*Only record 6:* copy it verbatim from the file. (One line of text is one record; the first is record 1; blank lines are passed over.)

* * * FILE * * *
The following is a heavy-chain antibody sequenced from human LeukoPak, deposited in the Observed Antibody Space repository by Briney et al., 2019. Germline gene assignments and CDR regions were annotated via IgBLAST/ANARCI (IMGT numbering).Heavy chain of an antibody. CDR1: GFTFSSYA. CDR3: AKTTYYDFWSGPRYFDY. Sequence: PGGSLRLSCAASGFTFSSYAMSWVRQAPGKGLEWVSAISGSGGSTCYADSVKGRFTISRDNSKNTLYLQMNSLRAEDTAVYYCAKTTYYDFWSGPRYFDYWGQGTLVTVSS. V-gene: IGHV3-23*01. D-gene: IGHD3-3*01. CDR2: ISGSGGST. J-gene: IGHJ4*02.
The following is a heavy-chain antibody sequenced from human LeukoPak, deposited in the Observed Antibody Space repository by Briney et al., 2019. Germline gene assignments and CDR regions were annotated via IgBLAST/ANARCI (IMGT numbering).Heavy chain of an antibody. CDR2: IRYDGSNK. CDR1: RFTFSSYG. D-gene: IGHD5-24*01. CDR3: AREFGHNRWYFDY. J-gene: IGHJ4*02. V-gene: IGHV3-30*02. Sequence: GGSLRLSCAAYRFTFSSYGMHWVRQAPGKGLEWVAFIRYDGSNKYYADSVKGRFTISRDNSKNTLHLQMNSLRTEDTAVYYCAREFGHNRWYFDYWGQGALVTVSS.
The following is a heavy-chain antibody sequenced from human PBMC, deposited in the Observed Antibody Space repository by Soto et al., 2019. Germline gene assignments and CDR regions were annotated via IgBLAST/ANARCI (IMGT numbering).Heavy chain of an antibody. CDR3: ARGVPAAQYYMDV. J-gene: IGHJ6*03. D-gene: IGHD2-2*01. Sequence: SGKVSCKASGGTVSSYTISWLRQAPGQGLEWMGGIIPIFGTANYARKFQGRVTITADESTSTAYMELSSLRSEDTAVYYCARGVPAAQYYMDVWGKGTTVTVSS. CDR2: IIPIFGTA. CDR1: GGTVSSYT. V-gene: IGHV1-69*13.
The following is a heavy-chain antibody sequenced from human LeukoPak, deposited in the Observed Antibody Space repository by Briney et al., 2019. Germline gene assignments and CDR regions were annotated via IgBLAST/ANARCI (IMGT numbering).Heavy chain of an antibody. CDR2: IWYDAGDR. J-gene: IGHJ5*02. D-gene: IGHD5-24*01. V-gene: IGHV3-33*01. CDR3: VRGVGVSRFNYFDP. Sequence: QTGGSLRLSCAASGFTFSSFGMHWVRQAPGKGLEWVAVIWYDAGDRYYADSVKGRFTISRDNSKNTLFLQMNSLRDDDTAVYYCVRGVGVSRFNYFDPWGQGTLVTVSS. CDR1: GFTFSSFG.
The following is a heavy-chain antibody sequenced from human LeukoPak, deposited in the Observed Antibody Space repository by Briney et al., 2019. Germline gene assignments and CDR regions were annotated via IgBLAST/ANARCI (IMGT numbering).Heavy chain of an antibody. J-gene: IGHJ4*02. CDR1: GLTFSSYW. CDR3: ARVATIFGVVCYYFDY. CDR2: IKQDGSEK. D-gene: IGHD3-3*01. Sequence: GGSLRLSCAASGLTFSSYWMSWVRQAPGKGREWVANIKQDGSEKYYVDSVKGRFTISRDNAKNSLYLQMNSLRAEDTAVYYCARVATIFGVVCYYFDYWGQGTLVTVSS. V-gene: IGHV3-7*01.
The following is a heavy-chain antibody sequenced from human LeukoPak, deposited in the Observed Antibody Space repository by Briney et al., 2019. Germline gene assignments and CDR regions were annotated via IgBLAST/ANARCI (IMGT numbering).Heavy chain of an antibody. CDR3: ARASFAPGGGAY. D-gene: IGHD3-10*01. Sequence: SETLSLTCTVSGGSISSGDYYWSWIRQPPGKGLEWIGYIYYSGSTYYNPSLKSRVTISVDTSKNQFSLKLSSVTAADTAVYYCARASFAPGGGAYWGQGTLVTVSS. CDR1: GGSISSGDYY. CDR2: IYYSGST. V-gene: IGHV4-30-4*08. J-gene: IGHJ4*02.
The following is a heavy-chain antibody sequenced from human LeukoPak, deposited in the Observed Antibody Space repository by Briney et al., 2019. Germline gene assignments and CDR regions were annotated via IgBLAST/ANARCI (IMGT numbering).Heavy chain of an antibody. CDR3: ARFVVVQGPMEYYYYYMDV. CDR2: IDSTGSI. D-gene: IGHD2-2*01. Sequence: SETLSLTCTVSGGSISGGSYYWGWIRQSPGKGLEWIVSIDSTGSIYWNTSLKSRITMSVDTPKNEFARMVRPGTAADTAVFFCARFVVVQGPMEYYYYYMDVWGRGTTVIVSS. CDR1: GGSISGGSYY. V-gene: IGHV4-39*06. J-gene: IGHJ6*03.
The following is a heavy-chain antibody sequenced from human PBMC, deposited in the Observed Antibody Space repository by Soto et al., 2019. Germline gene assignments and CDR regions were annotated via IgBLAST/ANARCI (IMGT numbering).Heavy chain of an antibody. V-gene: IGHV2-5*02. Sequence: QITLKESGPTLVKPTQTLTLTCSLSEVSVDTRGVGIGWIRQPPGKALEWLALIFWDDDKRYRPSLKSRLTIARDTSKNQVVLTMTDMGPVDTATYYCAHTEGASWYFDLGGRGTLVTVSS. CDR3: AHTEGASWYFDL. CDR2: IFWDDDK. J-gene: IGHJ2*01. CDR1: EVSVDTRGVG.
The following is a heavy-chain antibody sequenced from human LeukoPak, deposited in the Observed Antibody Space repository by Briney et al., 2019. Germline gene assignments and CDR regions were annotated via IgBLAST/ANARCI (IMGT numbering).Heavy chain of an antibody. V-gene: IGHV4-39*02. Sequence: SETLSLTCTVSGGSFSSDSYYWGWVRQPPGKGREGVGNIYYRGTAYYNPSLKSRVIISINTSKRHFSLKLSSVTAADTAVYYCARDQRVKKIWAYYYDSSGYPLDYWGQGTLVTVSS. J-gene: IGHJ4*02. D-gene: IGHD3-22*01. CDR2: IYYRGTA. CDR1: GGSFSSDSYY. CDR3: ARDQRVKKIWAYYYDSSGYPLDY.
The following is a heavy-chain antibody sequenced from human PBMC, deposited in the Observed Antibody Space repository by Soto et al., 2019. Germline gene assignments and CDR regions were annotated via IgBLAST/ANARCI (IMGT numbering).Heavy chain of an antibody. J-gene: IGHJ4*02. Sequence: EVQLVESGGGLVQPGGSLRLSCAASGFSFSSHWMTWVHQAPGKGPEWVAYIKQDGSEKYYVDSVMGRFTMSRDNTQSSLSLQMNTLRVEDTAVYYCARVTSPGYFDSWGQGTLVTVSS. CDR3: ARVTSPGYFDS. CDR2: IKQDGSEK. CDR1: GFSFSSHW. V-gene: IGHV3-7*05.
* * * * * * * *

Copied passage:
The following is a heavy-chain antibody sequenced from human LeukoPak, deposited in the Observed Antibody Space repository by Briney et al., 2019. Germline gene assignments and CDR regions were annotated via IgBLAST/ANARCI (IMGT numbering).Heavy chain of an antibody. CDR3: ARASFAPGGGAY. D-gene: IGHD3-10*01. Sequence: SETLSLTCTVSGGSISSGDYYWSWIRQPPGKGLEWIGYIYYSGSTYYNPSLKSRVTISVDTSKNQFSLKLSSVTAADTAVYYCARASFAPGGGAYWGQGTLVTVSS. CDR1: GGSISSGDYY. CDR2: IYYSGST. V-gene: IGHV4-30-4*08. J-gene: IGHJ4*02.